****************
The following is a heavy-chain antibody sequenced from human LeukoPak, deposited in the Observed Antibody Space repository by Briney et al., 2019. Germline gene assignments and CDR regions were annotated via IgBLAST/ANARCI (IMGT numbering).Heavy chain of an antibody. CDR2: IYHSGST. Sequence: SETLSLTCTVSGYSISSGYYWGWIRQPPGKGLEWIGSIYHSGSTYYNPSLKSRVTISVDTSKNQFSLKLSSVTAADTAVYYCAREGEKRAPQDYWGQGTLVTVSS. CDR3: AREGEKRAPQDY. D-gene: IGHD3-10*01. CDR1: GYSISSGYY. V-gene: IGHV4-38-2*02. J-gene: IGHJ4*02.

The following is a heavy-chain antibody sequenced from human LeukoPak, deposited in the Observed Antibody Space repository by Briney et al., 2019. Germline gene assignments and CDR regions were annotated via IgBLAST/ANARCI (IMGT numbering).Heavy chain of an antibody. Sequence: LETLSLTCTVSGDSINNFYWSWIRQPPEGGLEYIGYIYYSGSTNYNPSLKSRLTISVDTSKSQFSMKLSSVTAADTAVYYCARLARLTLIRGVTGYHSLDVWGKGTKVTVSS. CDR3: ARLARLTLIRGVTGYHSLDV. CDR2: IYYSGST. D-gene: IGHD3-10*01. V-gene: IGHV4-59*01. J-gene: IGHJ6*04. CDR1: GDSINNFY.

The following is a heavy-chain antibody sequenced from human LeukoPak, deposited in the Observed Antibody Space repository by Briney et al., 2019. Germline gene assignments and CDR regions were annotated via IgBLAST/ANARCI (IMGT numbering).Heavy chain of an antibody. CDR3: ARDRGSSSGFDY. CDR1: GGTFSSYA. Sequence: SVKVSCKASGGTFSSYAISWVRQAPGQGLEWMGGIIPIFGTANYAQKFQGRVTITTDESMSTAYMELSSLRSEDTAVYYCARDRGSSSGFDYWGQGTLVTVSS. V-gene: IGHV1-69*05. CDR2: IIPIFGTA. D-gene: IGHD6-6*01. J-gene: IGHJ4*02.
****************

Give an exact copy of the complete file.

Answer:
The following is a heavy-chain antibody sequenced from human LeukoPak, deposited in the Observed Antibody Space repository by Briney et al., 2019. Germline gene assignments and CDR regions were annotated via IgBLAST/ANARCI (IMGT numbering).Heavy chain of an antibody. CDR2: IYHSGST. Sequence: SETLSLTCTVSGYSISSGYYWGWIRQPPGKGLEWIGSIYHSGSTYYNPSLKSRVTISVDTSKNQFSLKLSSVTAADTAVYYCAREGEKRAPQDYWGQGTLVTVSS. CDR3: AREGEKRAPQDY. D-gene: IGHD3-10*01. CDR1: GYSISSGYY. V-gene: IGHV4-38-2*02. J-gene: IGHJ4*02.

The following is a heavy-chain antibody sequenced from human LeukoPak, deposited in the Observed Antibody Space repository by Briney et al., 2019. Germline gene assignments and CDR regions were annotated via IgBLAST/ANARCI (IMGT numbering).Heavy chain of an antibody. Sequence: LETLSLTCTVSGDSINNFYWSWIRQPPEGGLEYIGYIYYSGSTNYNPSLKSRLTISVDTSKSQFSMKLSSVTAADTAVYYCARLARLTLIRGVTGYHSLDVWGKGTKVTVSS. CDR3: ARLARLTLIRGVTGYHSLDV. CDR2: IYYSGST. D-gene: IGHD3-10*01. V-gene: IGHV4-59*01. J-gene: IGHJ6*04. CDR1: GDSINNFY.

The following is a heavy-chain antibody sequenced from human LeukoPak, deposited in the Observed Antibody Space repository by Briney et al., 2019. Germline gene assignments and CDR regions were annotated via IgBLAST/ANARCI (IMGT numbering).Heavy chain of an antibody. CDR3: ARDRGSSSGFDY. CDR1: GGTFSSYA. Sequence: SVKVSCKASGGTFSSYAISWVRQAPGQGLEWMGGIIPIFGTANYAQKFQGRVTITTDESMSTAYMELSSLRSEDTAVYYCARDRGSSSGFDYWGQGTLVTVSS. V-gene: IGHV1-69*05. CDR2: IIPIFGTA. D-gene: IGHD6-6*01. J-gene: IGHJ4*02.